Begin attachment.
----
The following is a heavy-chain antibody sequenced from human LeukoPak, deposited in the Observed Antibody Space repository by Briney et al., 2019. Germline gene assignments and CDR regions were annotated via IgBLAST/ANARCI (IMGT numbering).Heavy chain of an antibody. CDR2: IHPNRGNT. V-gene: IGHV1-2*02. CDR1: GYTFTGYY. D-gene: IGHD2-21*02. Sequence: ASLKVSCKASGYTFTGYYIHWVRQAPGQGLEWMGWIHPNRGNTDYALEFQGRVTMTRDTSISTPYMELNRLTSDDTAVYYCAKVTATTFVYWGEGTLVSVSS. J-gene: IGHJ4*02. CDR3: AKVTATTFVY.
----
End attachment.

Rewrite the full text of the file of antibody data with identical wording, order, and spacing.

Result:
The following is a heavy-chain antibody sequenced from human LeukoPak, deposited in the Observed Antibody Space repository by Briney et al., 2019. Germline gene assignments and CDR regions were annotated via IgBLAST/ANARCI (IMGT numbering).Heavy chain of an antibody. CDR2: IHPNRGNT. V-gene: IGHV1-2*02. CDR1: GYTFTGYY. D-gene: IGHD2-21*02. Sequence: ASLKVSCKASGYTFTGYYIHWVRQAPGQGLEWMGWIHPNRGNTDYALEFQGRVTMTRDTSISTPYMELNRLTSDDTAVYYCAKVTATTFVYWGEGTLVSVSS. J-gene: IGHJ4*02. CDR3: AKVTATTFVY.